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The Best of the Blog

Aprile 2014
The Speak Up blog answers any questions or queries you may have either about the English language or our articles. Write to us (preferably in English) at: http://blog.speakuponline.it. The most interesting questions will be published on this page. A word of warning, though: our blog is not a translation or homework service!

A turn of phrase
Hello, everyone! I’d like to know what is the English equivalent of the Italian “modo di dire,” as in a type of proverb. Is it “way of saying, way to say?” Help! Ruhamah

There are various ways of saying this in English. The best ones are: idiom, saying, colloquial expression, turn of phrase.

Good morning and good luck!
1) This morning I woke up at 7 o’clock (simple past. The  action is over and maybe it’s now the afternoon!) 2) This morning I’ve woken up at 7 o’clock (present perfect, it’s still morning).
If what I wrote is right, then I can’t understand what is the time limit (maybe 12 o’clock?) that establishes whether the time is OVER or not. After all, we are talking about the same day in both cases :((((((( Thank you! Federica

Just as English mother-tongue speakers really struggle with the subjunctive (congiuntivo) in Italian (because it hardly exists in English), so Italians have great difficulty with these two past tenses in English (because there isn’t an equivalent usage in Italian). There are many Italians who speak excellent English who frequently get this wrong.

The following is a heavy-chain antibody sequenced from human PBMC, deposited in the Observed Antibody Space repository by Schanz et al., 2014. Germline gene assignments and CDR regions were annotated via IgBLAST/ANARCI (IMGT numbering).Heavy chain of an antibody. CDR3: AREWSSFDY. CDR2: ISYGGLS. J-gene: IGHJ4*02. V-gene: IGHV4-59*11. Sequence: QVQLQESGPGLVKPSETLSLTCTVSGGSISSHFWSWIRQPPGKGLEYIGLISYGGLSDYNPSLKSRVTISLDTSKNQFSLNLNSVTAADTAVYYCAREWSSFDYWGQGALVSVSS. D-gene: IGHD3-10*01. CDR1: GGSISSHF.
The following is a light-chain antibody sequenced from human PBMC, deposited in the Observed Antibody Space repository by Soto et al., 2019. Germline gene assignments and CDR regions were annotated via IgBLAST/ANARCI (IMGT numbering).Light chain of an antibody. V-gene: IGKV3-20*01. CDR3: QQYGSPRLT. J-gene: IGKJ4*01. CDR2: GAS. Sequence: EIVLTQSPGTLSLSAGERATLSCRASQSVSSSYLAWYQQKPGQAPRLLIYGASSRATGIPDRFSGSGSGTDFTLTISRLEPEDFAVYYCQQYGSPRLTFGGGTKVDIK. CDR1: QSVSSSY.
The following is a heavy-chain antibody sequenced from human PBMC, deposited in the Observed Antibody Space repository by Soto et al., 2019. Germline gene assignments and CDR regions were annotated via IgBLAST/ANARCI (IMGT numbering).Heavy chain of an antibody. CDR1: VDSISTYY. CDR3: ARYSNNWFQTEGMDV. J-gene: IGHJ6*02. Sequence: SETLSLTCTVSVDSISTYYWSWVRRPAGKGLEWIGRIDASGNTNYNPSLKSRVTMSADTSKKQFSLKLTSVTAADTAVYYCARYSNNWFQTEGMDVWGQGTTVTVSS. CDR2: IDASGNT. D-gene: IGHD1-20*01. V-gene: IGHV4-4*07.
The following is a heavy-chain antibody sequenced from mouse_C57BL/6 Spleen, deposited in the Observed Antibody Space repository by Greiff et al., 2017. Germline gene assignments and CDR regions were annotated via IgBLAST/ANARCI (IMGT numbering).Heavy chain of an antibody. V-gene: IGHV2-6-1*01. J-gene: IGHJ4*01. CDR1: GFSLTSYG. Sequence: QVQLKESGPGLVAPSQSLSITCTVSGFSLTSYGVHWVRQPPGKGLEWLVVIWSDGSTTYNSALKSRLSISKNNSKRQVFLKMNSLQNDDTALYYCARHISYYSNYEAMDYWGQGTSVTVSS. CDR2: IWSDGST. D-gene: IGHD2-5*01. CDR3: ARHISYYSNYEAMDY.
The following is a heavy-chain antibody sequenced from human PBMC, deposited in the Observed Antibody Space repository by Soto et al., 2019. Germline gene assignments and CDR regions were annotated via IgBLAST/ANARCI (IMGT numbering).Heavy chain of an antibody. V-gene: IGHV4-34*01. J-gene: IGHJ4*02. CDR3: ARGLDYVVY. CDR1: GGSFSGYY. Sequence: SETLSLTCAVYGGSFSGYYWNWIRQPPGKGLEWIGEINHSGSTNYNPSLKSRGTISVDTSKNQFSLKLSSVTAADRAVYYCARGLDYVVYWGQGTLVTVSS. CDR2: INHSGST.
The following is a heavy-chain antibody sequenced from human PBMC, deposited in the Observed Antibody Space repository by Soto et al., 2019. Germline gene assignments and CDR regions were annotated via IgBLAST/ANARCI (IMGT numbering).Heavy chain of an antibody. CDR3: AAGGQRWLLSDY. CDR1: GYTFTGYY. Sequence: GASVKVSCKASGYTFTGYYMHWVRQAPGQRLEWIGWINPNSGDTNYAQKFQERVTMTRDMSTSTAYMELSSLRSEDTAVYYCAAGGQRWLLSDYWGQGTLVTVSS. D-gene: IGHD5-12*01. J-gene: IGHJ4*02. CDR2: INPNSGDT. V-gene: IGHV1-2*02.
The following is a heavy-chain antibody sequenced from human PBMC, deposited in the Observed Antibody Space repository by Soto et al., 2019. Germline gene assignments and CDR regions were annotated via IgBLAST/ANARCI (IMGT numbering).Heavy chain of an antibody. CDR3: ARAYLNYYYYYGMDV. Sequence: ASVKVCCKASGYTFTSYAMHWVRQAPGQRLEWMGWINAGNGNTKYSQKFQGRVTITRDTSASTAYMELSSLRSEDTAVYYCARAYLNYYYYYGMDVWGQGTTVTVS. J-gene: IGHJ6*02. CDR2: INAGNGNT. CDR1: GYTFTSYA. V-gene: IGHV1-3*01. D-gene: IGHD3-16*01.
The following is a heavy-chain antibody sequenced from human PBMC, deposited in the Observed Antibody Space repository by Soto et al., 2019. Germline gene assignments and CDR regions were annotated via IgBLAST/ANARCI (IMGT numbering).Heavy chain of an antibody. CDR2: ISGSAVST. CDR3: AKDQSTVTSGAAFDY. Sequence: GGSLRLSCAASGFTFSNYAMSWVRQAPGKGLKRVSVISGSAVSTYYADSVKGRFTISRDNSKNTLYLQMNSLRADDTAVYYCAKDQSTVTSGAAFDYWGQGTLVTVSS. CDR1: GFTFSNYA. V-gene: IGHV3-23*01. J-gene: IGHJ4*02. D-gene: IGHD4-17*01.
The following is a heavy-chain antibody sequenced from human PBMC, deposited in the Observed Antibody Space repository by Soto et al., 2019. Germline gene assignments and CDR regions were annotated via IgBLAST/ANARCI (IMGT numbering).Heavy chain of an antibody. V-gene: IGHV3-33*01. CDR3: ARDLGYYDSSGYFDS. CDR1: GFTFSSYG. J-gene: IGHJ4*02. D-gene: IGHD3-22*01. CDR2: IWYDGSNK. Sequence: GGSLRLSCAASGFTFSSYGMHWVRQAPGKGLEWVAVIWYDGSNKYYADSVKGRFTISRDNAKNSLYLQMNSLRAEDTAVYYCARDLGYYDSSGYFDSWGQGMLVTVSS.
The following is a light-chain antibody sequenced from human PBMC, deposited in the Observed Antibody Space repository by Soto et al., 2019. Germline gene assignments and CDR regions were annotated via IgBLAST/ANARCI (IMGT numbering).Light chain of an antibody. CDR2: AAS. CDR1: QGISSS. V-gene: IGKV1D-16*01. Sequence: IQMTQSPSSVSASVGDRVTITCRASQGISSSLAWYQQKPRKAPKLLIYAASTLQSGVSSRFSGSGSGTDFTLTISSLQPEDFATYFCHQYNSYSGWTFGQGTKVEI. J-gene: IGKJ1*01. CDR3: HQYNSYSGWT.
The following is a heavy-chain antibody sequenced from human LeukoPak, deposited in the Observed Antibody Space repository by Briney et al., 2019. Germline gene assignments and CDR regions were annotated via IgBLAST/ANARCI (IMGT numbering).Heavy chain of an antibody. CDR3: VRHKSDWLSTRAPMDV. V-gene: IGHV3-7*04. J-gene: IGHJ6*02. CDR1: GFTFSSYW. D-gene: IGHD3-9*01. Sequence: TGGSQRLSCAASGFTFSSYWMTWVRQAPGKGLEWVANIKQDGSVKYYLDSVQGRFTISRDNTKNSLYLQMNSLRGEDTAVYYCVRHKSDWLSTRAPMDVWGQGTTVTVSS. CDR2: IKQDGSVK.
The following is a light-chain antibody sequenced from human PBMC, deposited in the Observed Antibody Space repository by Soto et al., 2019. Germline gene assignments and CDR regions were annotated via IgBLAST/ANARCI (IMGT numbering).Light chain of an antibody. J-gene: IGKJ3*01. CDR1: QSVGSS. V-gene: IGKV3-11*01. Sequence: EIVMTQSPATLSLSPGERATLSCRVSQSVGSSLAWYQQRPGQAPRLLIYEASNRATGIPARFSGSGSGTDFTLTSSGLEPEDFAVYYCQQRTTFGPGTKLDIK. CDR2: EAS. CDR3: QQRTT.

In this case, however, you could ONLY use the simple past. Why? Because you have specified a time that is now past: not this morning, but 7 o’ clock!!! Ahah!!!
You can, however, use the present perfect with the verb to wake up. For example: “Has that lazy, good-for-nothing husband of yours woken up yet?” “No, he hasn’t (woken up yet)!” Or: “Yes, he has (woken up)! He woke up at 7 o’clock, as a matter of fact!” Good morning and good luck!

Am I wrong, or do the English put the word “do” in front of the main verb as a form of emphasis? For example, “He does mention the story” or “I do love you!”

Yes, it’s a form of emphasis, although its use is a question of style, rather than a specific point of grammar. We do hope that this helps!

Air Conditioning
How do you say “aria condizionata” in English? In Italian restaurant windows there are various versions: air conditioner, air conditioning, conditioned air....

The correct version is air-conditioning.

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